WILLOUGHBY, Ohio — On a day when Chardon High School shooting victims and their families were supposed to get the closure they needed, convicted triple murderer Thomas Lane III was able to literally give them the middle finger in a public courtroom.
If that weren't enough, Lane — also known as "T.J." — was permitted to wear a white T-shirt with the word "killer" on it throughout the more than one-hour long hearing.
Geauga County Common Pleas Judge David L. Fuhry has received nationwide criticism for his handling of Lane's sentencing.
But legal experts and those close to the case say there is no reason to doubt Fuhry's claims that he could not see the writing on the shirt from where he sat on the bench.
"I do not doubt that had he seen it he would have halted the proceedings and put the (dress) shirt back on," said presiding Geauga County Common Pleas Judge Forrest W. Burt. "For those people who could see the young man, I'm assuming they were in too much shock to tell the bailiff. She couldn't have seen it from where she sits."
Nobody from Fuhry's court returned a call seeking comment.
Other officials did see the shirt though, including Geauga County Sheriff Daniel McClelland.
"The sheriff's impression is that it's the judge's courtroom," said sheriff's Lt. John Hiscox. "They are the person of authority there. The prosecutor was sitting right across from T.J. Lane, so he would have seen it too. But what would you have done? The sheriff couldn't just stand up and say, ' Hey! What about his shirt?' "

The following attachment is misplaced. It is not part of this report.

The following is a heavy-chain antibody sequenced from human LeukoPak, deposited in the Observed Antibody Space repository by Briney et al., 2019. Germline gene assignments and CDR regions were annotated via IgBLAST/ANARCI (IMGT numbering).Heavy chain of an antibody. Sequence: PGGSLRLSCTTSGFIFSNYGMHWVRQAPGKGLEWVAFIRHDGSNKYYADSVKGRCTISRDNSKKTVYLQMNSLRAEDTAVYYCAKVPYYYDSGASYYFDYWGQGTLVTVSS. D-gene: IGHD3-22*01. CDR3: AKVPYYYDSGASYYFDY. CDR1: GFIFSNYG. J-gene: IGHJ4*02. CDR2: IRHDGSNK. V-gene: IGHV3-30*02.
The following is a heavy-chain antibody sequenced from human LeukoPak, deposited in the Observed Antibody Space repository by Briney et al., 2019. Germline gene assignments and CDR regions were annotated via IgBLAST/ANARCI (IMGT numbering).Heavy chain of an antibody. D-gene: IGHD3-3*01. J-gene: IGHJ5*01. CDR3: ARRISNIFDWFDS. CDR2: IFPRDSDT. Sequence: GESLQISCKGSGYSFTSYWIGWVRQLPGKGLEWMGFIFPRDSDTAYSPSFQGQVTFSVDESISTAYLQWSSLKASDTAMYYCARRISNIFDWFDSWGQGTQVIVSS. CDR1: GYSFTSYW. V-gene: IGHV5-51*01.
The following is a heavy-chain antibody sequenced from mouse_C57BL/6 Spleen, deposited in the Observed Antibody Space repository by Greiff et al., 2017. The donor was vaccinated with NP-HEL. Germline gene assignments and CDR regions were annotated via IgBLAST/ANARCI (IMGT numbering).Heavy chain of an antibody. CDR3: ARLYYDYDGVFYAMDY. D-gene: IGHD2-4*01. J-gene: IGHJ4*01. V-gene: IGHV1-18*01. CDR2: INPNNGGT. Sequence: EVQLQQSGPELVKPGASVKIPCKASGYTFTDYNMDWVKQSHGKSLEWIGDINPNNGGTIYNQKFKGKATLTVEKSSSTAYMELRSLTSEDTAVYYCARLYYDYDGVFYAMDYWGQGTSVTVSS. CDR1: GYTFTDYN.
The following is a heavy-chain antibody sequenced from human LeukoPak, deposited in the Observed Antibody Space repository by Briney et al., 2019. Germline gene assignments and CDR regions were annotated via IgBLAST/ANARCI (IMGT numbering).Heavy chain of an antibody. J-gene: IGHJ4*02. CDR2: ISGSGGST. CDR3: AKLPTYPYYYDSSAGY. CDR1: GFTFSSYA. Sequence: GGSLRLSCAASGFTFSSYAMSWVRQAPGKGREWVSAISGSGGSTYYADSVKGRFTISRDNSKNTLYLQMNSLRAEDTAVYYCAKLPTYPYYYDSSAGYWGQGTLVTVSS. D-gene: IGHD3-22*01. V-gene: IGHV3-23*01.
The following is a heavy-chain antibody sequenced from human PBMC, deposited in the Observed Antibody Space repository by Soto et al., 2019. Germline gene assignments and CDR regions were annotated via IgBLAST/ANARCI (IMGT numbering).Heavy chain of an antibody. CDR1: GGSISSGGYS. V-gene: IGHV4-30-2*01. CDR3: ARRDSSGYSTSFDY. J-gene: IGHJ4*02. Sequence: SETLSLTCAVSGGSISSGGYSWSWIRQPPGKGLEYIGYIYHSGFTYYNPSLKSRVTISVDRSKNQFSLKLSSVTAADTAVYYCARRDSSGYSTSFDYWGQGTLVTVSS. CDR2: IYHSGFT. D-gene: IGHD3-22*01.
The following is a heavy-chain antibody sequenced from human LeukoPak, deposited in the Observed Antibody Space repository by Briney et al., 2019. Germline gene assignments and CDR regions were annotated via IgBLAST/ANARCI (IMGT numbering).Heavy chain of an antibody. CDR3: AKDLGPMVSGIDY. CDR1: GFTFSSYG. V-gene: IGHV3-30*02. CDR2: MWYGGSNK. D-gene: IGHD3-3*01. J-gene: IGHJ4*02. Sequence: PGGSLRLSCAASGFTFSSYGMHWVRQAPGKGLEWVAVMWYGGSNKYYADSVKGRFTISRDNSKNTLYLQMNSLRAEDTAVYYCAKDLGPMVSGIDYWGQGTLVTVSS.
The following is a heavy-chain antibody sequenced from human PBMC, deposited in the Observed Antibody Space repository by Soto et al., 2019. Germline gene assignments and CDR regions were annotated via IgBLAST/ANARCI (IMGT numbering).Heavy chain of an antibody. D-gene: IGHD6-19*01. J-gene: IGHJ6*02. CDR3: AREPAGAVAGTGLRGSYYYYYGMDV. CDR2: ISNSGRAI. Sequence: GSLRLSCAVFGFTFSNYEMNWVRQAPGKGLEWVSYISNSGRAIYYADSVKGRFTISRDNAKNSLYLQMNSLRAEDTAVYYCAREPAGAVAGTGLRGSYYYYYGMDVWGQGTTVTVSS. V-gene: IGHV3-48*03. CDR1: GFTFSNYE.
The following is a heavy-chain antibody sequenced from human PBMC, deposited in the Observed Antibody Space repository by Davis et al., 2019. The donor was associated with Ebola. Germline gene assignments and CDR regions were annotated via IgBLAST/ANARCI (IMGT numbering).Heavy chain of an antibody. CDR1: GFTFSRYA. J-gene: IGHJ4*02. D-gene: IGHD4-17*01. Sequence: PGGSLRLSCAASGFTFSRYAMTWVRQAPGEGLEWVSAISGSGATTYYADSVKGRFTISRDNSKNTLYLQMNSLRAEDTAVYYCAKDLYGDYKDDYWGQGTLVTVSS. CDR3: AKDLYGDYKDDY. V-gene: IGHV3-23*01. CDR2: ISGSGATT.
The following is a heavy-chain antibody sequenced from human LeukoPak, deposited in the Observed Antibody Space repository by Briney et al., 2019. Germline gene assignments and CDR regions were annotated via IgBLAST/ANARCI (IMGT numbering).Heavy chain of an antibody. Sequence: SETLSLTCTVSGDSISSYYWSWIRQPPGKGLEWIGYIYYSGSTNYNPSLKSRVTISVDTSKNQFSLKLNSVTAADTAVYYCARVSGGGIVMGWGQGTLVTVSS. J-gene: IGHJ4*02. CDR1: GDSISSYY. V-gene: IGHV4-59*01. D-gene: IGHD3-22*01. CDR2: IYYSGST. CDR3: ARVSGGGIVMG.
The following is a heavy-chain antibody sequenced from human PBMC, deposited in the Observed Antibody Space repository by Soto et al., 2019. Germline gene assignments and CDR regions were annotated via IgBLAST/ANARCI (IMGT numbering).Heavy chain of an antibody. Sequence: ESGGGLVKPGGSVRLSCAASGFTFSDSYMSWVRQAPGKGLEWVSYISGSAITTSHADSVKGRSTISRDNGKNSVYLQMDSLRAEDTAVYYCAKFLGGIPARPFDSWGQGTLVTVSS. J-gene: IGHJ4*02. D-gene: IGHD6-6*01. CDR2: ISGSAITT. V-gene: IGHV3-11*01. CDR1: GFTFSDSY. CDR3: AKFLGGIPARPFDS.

Lane was able to secretly write on the shirt with an inmate-issued rubber pen that defendants use in their cells to write letters to family and friends, Hiscox said.
"The sheriff believes he wrote on his T-shirt in the middle of the night," Hiscox said. "He put the T-shirt on under his jail uniform (that morning). They go into a bathroom to change into his court clothes. He's still wearing the T-shirt underneath. He comes out, puts on his court clothes and you still don't see it. They get patted down once they put their street clothes back on. But you're not looking for writing on a shirt."
Jonathan Entin, professor of law and political science at Case Western University in Cleveland, said he believes the judge would have ordered Lane to put his dress shirt back on if he would have known.
"Could he have been found in contempt? Sure. But that's a pretty extreme step. That's really a last resort," Entin said. "They would have had to hold a contempt hearing at a later date. Contempt is when the judge says, ' This is hopeless. I can't get this person to behave.' "
But many people are questioning why Lane was not handcuffed coming into court, which made it easy for him to take off his dress shirt as the judge was entering.
"There was probably some indication that things were going to be a little bit strange once he took his dress shirt off, which the judge apparently could not see," Entin said. "But you don't shackle somebody unless you think the person poses a danger. He was searched. They had the place sufficiently secure. Even if he would have been shackled, he would not have been able to give the finger as easily, but he still would have said what he said."